Monday 29 February 2016 Natasha Bowler
The #NotACrime campaign revealed its latest mural by renowned collaborative artists kennardphillipps last week with their provocative image — of a map of Iran in chains — on the wall of Village Underground, a popular theater and concert venue in Shoreditch, East London.
The mural by kennardphillipps, which is free for the public to view, went live on Wednesday, February 24, where it will remain for a month. It replaced a mural by British artist and illustrator Dave the Chimp, which was also part of the #NotACrime initiative.
#NotACrime is a global arts campaign started by IranWire founder Maziar Bahari that uses street art and digital media to raise awareness of human rights in Iran, particularly the denial of higher education to thousands of young Iranian Baha’is, the country’s biggest religious minority.
British artist duo Peter Kennard and Cat Phillipps of kennardphillipps began producing artwork together back in 2002 on pieces that address social and political issues and “in response to the invasion of Iraq,” according to their website. The pair is best known for their acclaimed image of Tony Blair’s “selfie” Photo Op.
“As soon as we were approached to make this piece of work, I totally wanted to,” says artist Cat Phillipps. “This isn’t any different to the persecution of any other group in any other part of the world, and so this is very close to our interests. Highlighting injustices around the world is central to what we do in our work. We hope this huge image in London will encourage people to look at this issue of persecution.”
Despite their peaceful nature, Iranian Baha’is, of which there are at least 300,000 living in Iran, are all barred from studying and teaching at universities. #NotACrime was started to raise awareness of this injustice by mounting prominent murals in cities around the world created by acclaimed street artists. The campaign also encourages universities around the world to admit Iranian Baha’i students and celebrates the response of the Baha’is to their plight.
“Baha’is are banned in Iran from studying so we wanted to make an image that made that clear. We used photographic montage to put it together,” says Peter Kennard. “Education is vital in terms of allowing people to think of ideas and to develop their thinking about the world. The work breaks through all the seamless web of corporate imagery that we’re constantly bombarded with. If its gets people thinking in some way about issues and their relationship to society and politics, that’s as much as one can hope for.”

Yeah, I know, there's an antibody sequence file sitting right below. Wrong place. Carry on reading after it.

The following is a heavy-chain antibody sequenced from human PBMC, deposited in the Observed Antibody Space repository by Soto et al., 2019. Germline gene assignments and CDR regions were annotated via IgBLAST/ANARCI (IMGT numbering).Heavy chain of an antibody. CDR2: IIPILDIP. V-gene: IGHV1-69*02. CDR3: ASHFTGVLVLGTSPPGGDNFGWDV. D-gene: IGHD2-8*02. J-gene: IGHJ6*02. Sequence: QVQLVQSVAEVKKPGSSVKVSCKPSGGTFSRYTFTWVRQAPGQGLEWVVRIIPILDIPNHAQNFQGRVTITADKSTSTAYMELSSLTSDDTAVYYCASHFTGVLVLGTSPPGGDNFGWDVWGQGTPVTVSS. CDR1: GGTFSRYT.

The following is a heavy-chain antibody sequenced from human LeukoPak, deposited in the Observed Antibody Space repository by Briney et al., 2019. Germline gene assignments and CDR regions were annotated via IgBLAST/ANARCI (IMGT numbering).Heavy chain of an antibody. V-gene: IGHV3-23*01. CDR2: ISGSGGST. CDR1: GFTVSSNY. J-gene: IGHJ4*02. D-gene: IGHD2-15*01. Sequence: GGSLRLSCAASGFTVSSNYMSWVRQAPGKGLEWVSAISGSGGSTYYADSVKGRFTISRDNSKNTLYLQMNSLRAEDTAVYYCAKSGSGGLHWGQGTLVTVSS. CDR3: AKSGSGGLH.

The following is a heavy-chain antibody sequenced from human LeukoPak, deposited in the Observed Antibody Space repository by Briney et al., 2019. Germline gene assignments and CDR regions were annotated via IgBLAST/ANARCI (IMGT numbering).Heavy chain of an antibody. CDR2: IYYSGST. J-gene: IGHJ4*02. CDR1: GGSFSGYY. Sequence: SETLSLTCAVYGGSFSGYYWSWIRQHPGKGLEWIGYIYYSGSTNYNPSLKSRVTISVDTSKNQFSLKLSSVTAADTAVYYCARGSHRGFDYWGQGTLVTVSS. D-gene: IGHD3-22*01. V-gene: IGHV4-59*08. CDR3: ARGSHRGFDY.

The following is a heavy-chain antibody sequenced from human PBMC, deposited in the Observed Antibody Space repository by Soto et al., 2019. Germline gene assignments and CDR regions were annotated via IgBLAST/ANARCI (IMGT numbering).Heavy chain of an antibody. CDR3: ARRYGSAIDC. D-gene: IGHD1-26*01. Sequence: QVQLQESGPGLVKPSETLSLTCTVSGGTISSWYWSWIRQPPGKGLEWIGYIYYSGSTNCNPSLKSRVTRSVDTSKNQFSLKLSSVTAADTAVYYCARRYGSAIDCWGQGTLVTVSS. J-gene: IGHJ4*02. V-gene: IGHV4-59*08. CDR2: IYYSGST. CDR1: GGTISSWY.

Baha’is are frequently jailed on false charges in addition to being denied access to higher education. Currently, there are 71 Baha’is imprisoned in Iran and more than 200 were executed in the early 1980s after the 1979 Islamic Revolution. State media also vilifies the Baha’is, while Baha’i-owned businesses are frequently shut down or attacked, and Baha’i cemeteries are desecrated.
“This campaign marries old and new forms of communication; street art, very similar to cave paintings, and modern social media activism. It sparks an important conversation,” says campaign founder Maziar Bahari, who also made the “Light A Candle” documentary to highlight Baha’I persecution in Iran. “I’m grateful that we’re able to shine a light on how the Iranian government is mistreating the Baha’is as I believe it serves as a barometer for understanding whether Iran is ready to operate like a modern and rational government.”
Despite the ban on higher education, thousands of Baha’is are currently studying through an underground education system in Iran known as the Baha’i Institute for Higher Education (BIHE), which was set up in 1987 and is now recognized by academic institutions around the globe.
According to the official BIHE website, it offers Iranian Baha’is a choice of more than 1050 courses ranging from Persian Literature to Applied Chemistry and accepts an average of about 450 students every year. Much like other students in Iran, BIHE applicants must meet rigorous academic requirements and pass a national entrance exam to be accepted. But given that Baha’i students and teachers are forbidden from attending or teaching at regular universities in Iran, classes must be held in secret at peoples’ homes with the threat of arrest a part of daily life.
#NotACrime began in New York City in September 2015 with 11 murals on education equality and freedom of expression across the city. Leading street artists from around the world, including the United States, Brazil, Argentina, Italy, and South Africa all painted artworks designed to provoke conversation about the Iranian government’s long history of violating the human rights of its citizens.
The campaign has since spread to Rio de Janeiro and Brasilia, Cape Town and Johannesburg, and Sydney.
Find this latest mural at 54 Holywell Lane, Shoreditch, London.
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